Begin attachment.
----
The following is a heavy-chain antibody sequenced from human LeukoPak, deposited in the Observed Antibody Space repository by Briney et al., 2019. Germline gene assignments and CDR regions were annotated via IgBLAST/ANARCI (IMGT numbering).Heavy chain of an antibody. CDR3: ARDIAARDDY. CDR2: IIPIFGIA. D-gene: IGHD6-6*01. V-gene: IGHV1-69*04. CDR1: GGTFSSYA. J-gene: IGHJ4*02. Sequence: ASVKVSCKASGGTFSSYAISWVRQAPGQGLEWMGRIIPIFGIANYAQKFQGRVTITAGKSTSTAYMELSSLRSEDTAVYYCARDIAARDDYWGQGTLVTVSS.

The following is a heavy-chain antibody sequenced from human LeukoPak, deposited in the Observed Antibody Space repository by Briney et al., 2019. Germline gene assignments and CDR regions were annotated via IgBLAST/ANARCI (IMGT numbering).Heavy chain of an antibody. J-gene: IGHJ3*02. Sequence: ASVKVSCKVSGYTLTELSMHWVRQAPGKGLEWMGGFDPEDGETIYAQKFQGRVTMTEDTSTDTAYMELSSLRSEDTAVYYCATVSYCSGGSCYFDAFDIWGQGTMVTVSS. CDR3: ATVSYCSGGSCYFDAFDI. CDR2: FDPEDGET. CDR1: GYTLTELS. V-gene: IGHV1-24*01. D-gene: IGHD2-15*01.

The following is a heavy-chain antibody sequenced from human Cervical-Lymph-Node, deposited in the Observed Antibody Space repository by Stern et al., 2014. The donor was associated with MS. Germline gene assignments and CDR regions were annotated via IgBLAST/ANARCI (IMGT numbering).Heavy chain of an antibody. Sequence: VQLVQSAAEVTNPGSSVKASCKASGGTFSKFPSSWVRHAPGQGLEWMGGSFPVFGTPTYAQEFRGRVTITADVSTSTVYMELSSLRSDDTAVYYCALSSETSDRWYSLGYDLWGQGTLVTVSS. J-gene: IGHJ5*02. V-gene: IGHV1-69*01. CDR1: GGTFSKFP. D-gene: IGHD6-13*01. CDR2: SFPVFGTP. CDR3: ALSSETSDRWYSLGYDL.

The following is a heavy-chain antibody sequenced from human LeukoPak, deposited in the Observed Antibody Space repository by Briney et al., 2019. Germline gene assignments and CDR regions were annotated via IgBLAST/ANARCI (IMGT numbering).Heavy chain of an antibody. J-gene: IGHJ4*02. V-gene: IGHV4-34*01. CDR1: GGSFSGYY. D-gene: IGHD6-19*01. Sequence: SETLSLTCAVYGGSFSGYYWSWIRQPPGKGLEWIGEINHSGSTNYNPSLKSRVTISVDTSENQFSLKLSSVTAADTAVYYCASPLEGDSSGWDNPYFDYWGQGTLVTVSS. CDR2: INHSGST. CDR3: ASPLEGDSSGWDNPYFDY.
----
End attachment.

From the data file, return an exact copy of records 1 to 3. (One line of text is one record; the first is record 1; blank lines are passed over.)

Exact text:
The following is a heavy-chain antibody sequenced from human LeukoPak, deposited in the Observed Antibody Space repository by Briney et al., 2019. Germline gene assignments and CDR regions were annotated via IgBLAST/ANARCI (IMGT numbering).Heavy chain of an antibody. CDR3: ARDIAARDDY. CDR2: IIPIFGIA. D-gene: IGHD6-6*01. V-gene: IGHV1-69*04. CDR1: GGTFSSYA. J-gene: IGHJ4*02. Sequence: ASVKVSCKASGGTFSSYAISWVRQAPGQGLEWMGRIIPIFGIANYAQKFQGRVTITAGKSTSTAYMELSSLRSEDTAVYYCARDIAARDDYWGQGTLVTVSS.

The following is a heavy-chain antibody sequenced from human LeukoPak, deposited in the Observed Antibody Space repository by Briney et al., 2019. Germline gene assignments and CDR regions were annotated via IgBLAST/ANARCI (IMGT numbering).Heavy chain of an antibody. J-gene: IGHJ3*02. Sequence: ASVKVSCKVSGYTLTELSMHWVRQAPGKGLEWMGGFDPEDGETIYAQKFQGRVTMTEDTSTDTAYMELSSLRSEDTAVYYCATVSYCSGGSCYFDAFDIWGQGTMVTVSS. CDR3: ATVSYCSGGSCYFDAFDI. CDR2: FDPEDGET. CDR1: GYTLTELS. V-gene: IGHV1-24*01. D-gene: IGHD2-15*01.

The following is a heavy-chain antibody sequenced from human Cervical-Lymph-Node, deposited in the Observed Antibody Space repository by Stern et al., 2014. The donor was associated with MS. Germline gene assignments and CDR regions were annotated via IgBLAST/ANARCI (IMGT numbering).Heavy chain of an antibody. Sequence: VQLVQSAAEVTNPGSSVKASCKASGGTFSKFPSSWVRHAPGQGLEWMGGSFPVFGTPTYAQEFRGRVTITADVSTSTVYMELSSLRSDDTAVYYCALSSETSDRWYSLGYDLWGQGTLVTVSS. J-gene: IGHJ5*02. V-gene: IGHV1-69*01. CDR1: GGTFSKFP. D-gene: IGHD6-13*01. CDR2: SFPVFGTP. CDR3: ALSSETSDRWYSLGYDL.